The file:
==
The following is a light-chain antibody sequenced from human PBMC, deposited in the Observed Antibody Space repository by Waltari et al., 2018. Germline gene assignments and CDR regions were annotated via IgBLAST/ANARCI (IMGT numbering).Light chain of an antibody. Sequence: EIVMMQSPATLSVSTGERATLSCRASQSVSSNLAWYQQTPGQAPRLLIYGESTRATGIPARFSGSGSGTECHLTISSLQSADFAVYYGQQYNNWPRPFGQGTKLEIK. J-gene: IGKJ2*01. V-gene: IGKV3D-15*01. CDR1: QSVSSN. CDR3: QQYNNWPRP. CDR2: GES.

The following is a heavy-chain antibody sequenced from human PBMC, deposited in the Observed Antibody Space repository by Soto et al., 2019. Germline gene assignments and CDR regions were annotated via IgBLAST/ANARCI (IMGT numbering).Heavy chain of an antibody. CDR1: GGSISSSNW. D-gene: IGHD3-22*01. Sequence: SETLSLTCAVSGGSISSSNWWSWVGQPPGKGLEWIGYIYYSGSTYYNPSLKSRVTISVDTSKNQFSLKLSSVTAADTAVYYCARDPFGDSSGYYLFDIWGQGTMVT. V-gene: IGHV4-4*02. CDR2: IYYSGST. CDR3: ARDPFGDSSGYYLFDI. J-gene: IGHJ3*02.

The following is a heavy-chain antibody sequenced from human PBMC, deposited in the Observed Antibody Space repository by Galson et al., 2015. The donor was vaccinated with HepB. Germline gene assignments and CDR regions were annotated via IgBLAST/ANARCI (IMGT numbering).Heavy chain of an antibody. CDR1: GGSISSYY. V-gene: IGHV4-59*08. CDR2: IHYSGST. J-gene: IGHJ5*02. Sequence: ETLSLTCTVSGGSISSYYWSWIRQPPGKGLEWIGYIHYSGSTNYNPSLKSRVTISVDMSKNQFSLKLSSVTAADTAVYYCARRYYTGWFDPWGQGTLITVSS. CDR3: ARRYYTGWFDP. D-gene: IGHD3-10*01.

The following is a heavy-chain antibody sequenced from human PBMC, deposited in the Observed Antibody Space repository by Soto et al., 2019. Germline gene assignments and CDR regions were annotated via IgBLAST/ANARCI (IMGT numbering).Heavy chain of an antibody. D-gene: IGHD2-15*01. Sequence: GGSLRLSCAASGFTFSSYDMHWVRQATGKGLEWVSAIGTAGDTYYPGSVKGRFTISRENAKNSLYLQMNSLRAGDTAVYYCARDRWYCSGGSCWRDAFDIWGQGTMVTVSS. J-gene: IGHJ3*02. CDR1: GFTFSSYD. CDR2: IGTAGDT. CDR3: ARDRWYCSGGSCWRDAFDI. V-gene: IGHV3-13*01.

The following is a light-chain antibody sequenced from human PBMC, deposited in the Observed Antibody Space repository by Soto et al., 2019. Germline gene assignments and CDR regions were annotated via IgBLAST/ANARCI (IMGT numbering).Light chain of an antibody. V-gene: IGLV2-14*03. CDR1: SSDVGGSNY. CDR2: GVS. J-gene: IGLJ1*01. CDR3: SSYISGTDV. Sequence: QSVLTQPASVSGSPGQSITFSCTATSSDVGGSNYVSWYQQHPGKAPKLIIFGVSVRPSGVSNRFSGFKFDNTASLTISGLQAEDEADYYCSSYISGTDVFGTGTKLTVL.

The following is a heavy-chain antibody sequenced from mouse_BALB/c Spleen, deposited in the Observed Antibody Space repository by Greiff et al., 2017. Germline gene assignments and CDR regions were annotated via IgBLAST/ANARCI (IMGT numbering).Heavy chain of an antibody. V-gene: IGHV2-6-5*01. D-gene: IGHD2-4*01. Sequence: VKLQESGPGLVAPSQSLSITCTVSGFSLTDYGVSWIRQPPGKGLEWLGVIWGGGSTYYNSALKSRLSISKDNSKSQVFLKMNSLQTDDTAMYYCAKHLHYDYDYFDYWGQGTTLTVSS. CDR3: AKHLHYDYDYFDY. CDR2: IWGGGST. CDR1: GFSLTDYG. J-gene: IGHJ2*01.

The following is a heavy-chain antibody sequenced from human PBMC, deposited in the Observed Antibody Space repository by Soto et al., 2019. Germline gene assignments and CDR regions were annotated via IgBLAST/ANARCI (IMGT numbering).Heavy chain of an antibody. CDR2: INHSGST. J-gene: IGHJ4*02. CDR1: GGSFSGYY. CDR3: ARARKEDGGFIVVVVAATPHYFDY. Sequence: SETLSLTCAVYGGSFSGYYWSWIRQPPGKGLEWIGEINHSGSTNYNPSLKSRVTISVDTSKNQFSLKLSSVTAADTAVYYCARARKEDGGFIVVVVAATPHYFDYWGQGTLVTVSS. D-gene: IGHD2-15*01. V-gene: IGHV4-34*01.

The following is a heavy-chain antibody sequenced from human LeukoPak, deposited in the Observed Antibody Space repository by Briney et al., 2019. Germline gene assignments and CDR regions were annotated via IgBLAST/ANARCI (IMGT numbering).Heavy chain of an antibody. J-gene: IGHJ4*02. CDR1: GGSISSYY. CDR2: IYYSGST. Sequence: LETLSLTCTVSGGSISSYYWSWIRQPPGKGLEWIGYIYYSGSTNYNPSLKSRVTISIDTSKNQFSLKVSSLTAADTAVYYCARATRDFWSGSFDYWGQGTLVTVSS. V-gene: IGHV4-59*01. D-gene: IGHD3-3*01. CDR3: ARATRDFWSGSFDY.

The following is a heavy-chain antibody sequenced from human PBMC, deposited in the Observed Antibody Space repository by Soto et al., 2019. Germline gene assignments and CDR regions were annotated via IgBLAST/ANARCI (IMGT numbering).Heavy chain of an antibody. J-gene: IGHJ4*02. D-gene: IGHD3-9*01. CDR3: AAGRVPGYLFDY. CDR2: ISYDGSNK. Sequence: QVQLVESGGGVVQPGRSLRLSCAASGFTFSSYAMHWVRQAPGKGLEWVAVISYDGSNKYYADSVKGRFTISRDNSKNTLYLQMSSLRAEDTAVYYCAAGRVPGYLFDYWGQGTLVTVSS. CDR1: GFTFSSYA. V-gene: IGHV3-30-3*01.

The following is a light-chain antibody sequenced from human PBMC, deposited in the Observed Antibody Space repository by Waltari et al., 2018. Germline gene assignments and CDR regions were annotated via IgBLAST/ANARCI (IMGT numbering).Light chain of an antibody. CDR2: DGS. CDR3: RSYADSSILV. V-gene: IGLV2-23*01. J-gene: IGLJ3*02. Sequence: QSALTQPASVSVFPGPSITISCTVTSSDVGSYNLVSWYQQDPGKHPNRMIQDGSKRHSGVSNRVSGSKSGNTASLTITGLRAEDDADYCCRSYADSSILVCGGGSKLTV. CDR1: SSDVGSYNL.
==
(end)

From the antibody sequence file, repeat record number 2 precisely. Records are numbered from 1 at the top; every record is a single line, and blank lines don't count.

The following is a heavy-chain antibody sequenced from human PBMC, deposited in the Observed Antibody Space repository by Soto et al., 2019. Germline gene assignments and CDR regions were annotated via IgBLAST/ANARCI (IMGT numbering).Heavy chain of an antibody. CDR1: GGSISSSNW. D-gene: IGHD3-22*01. Sequence: SETLSLTCAVSGGSISSSNWWSWVGQPPGKGLEWIGYIYYSGSTYYNPSLKSRVTISVDTSKNQFSLKLSSVTAADTAVYYCARDPFGDSSGYYLFDIWGQGTMVT. V-gene: IGHV4-4*02. CDR2: IYYSGST. CDR3: ARDPFGDSSGYYLFDI. J-gene: IGHJ3*02.